The true beauty of the process is that it’s personal. Participants must acknowledge and accept responsibility for what they did. Then we discuss the effects of the offense. It may seem that talking won’t accomplish much, but this is when I see the light bulb go on in these sessions.

The participants are forced to confront the ramifications of their actions. Will the bar that failed to card the clubber lose its license? Will the store, out hundreds of dollars in shoplifted merchandise, have to raise its prices? Will the neighbor’s fence require repairs he can’t afford?

The panelists learn why participants did what they did. We discuss their families, their work, their hopes for the future. Finally, panelists and participants work together to come up with a way to make reparations.

In our training, we panelists are told to devise obligations that will help the participant think about what happened as well as make amends. It might be a letter of apology to the victim or an essay examining the act and its effects to be read by a larger group of community members. It always includes community service — as much as 24 hours spent applying a participant’s talents toward the neighborhood’s needs.

Sometimes more is required than the opportunity to make amends. In pursuit of rehabilitation for participants, my panel has recommended employment help, GED courses or social services such as therapy or parenting classes.

Once the obligations are set, the participants are monitored by the city attorney’s liaison. Over two months, the liaison decides if the obligations have been satisfied. If not, the case is sent back into the court system.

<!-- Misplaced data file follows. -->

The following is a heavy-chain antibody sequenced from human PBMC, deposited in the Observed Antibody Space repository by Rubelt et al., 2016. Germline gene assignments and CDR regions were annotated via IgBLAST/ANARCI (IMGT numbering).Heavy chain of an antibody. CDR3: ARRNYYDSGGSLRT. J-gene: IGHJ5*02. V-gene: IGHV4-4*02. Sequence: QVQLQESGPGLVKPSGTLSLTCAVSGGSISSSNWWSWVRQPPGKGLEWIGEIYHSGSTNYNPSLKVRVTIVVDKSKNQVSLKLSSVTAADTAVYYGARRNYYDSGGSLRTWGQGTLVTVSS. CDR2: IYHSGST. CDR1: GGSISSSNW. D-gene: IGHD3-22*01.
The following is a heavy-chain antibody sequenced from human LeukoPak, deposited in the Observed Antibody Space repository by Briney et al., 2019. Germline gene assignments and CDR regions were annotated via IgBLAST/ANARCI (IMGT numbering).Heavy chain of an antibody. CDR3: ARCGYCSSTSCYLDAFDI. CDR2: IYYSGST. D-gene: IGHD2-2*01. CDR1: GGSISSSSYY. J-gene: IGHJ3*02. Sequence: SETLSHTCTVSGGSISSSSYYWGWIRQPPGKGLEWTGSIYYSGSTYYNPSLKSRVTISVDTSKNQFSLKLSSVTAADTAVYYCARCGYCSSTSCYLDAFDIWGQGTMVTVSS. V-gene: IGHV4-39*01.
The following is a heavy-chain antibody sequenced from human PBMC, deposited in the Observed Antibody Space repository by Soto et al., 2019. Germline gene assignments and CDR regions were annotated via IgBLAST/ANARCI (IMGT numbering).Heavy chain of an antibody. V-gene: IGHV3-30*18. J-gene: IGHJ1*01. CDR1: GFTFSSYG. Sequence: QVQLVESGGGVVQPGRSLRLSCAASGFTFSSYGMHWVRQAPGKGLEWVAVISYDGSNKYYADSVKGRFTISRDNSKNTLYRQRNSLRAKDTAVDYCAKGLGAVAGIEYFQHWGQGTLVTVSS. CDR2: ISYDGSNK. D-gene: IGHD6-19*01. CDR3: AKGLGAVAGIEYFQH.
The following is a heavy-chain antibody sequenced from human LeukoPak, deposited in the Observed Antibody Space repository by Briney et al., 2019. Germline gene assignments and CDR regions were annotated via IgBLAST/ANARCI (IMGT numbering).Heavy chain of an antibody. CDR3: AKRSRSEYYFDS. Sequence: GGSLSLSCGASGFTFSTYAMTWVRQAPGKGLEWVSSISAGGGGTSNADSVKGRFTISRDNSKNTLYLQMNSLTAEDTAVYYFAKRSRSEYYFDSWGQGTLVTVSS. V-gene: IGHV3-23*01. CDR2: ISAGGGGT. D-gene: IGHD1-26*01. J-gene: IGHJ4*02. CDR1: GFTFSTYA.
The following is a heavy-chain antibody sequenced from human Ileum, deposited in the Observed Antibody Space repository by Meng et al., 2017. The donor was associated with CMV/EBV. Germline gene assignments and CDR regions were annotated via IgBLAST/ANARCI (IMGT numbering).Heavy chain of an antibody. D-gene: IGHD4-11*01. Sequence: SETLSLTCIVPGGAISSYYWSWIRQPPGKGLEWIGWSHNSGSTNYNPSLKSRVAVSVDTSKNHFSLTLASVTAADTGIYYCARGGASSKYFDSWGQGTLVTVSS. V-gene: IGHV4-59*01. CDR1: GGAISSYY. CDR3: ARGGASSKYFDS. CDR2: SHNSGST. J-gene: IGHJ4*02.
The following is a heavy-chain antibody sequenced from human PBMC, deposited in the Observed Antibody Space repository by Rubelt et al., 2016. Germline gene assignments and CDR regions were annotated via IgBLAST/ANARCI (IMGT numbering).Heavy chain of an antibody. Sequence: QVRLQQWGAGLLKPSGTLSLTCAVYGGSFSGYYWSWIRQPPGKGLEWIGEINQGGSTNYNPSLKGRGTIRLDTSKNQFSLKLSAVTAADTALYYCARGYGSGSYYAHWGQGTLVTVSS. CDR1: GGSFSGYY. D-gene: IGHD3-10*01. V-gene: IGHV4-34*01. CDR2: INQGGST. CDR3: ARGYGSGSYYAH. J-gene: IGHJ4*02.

I know what you’re thinking. This is too easy a way out for these offenders. But here’s what I’ve discovered: Confronting a neighborhood panel, admitting wrongdoing and accepting the consequences the program devises are not nothing. Appearing before a Neighborhood Justice Program panel can be life-changing — I’ve seen it happen.

The results confirm that it works. Since October 2014 the Neighborhood Justice Program has dealt with  828 participants at panels in nine city neighborhoods. As of June 1, 766 participants have successfully completed their obligations. The participants have given 7,334 hours of  community service. The average one-year recidivism rate is very low — 3%.

I don’t know about you, but I am overwhelmed by the perilous state of the world, about how impossible it seems to help. Neighborhood justice is something I can do. My panel and I can ask that exotic dancer to write a letter of apology to the store and another one to her 2-year-old daughter, to be read when the child is older. I can assign her 12 hours of community service helping women in a homeless shelter dress for job interviews. I can hope that  she will continue to volunteer because it’s meaningful to her. If she wants job counseling or child care options, I can offer that to her as well.

It won’t save the world, but it’s change for the better, one person at a time.